The Databus Collection Editor

The DBpedia Databus now provides an editor for collections. A collection is basically a labelled SPARQL query that is retrievable via URI. Hence, with the collection editor you can group Databus groups and artifacts into a bundle and publish your selection using your Databus account. It is now a breeze to select the data you need, share the exact selection with others and/or use it in existing or self-made applications.

If you are not familiar with SPARQL and data queries, you can think of the feature as a shopping cart for data: You create a new cart, put data in it and tell your friends or applications where to find it. Quite neat, right?

In the following section, we will cover the user interface of the collection editor.

The Editor UI

Firstly, you can find the collection editor by going to the DBpedia Databus and following the Collections link at the top or you can get there directly by clicking here.

What you will see is the following:

General Collection Info

Secondly, since you do not have any collections yet, the editor has already created an empty collection named “Unnamed” for you. At the right side next to the label and description you will find a pen icon. By clicking the icon or the label itself you can edit its content. The collection is not published yet, so the Collection URI is blank.

Whenever you are not logged in or the collection has not been published yet, the editor will also notify you that your changes are only saved in your local browser cache and NOT remotely on our server. Keep that in mind when clearing your cache. Publishing the collection however is easy: Simply log into (or create) your Databus account and hit the publish button in the action bar. This will open up a modal where you can pick your unique collection id and hit publish again. That’s it!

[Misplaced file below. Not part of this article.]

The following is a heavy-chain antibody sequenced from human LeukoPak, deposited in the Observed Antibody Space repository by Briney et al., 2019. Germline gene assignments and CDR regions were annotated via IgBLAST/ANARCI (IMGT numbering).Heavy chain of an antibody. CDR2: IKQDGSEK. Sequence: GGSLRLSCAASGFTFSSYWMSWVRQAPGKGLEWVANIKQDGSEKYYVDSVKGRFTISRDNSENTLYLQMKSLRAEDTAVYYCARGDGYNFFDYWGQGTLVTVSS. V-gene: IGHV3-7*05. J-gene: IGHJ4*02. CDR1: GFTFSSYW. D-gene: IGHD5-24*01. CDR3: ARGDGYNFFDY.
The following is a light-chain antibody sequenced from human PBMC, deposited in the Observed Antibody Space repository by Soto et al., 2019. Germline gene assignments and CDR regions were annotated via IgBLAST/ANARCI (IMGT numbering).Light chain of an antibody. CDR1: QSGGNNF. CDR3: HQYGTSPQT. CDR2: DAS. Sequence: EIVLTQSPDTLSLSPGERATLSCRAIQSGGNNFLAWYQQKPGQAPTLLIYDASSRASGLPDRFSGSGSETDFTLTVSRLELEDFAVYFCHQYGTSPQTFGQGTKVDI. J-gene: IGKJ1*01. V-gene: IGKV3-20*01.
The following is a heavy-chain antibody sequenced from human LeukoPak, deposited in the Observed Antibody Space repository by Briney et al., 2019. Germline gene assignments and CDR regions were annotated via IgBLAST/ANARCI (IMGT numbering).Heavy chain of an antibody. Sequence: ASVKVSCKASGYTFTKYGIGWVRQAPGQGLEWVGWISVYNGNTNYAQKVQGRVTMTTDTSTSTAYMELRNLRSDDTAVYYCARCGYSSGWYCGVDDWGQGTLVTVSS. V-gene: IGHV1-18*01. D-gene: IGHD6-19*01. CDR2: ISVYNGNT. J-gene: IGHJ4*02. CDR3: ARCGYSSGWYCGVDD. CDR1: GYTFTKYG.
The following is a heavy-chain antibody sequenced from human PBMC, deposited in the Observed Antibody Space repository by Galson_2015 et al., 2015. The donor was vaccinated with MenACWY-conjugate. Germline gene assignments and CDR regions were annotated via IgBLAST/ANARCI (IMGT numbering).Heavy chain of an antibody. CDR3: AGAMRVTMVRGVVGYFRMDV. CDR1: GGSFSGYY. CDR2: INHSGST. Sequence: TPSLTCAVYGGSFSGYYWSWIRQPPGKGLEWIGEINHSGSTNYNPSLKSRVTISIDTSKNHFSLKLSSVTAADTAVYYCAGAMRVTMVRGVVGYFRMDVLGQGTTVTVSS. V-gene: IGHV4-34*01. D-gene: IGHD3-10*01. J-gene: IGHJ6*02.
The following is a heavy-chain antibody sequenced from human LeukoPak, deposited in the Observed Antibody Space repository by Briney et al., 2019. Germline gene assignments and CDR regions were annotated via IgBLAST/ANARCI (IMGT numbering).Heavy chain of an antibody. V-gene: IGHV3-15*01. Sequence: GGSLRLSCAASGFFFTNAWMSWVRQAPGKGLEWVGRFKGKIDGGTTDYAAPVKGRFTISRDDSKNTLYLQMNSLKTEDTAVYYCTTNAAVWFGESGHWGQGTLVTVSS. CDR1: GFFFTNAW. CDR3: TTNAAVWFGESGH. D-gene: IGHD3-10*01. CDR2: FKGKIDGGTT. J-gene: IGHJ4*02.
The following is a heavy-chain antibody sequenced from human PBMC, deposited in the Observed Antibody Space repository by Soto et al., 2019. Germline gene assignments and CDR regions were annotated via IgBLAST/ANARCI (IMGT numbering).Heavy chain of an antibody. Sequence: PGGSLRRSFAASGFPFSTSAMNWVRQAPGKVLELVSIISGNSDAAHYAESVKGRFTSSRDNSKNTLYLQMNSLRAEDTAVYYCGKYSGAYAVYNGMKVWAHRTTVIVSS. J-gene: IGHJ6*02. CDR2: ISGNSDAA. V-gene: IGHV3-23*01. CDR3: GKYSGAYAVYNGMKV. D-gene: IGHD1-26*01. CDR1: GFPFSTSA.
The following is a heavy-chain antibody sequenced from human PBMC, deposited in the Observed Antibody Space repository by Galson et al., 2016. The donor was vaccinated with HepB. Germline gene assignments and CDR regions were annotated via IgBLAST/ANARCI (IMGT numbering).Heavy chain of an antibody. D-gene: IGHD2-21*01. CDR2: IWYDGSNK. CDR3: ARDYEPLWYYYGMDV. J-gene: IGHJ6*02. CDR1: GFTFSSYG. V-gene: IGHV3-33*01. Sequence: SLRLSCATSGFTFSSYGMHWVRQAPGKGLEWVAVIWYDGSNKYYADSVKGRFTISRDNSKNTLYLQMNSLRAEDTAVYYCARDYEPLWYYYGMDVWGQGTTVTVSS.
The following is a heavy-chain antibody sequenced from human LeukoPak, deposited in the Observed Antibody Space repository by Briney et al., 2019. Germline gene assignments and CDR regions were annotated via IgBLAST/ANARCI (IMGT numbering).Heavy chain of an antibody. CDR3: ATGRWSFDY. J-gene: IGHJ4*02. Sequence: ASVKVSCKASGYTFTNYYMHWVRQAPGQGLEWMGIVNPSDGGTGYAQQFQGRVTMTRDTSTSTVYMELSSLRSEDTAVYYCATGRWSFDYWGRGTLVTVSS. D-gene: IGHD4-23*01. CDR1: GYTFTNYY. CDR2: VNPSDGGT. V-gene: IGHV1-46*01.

The Collection Info section will now show the collection URI. Following the link will take you to the HTML representation of your collection that will be visible to others. Hitting the Edit button in the action bar will bring you back to the editor.

Collection Hierarchy

Let’s have a look at the core piece of the collection editor: the hierarchy view. A collection can be a bundle of different Databus groups and artifacts but is not limited to that. If you know how to write a SPARQL query, you can easily extend your collection with more powerful selections. Therefore, the hierarchy is split into two nodes:

  • Generated Queries: Contains all queries that are generated from your selection in the UI
  • Custom Queries: Contains all custom written SPARQL queries

Both, hierarchy nodes have a “+” icon. Clicking on this button will let you add generated or custom queries respectively.

Custom Queries

If you hit the “+” icon on the Custom Queries node, a new node called “Custom Query” will appear in the hierarchy. You can remove a custom query by clicking on the trashcan icon in the hierarchy. If you click the node it will take you to a SPARQL input field where you can edit the query.

To make your collection more understandable for others, you can even document the query by adding a label and description.

Writing Your Own Custom Queries

A collection query is a SPARQL query of the form:

SELECT DISTINCT ?file WHERE {
    {
        [SUBQUERY]
    }
    UNION
    {
        [SUBQUERY]
    }
    UNION
    ...
    UNION
    {
        [SUBQUERY]
    }
}

All selections made by generated and custom queries will be joined into a single result set with a single column called “file“. Thus it is important that your custom query binds data to a variable called “file” as well.

Generated Queries

Clicking the “+” icon on the Generated Queries node will take you to a search field. Make use of the indexed search on the Databus to find and add the groups and artifacts you need. If you want to refine your search, don’t worry: you can do that in the next step!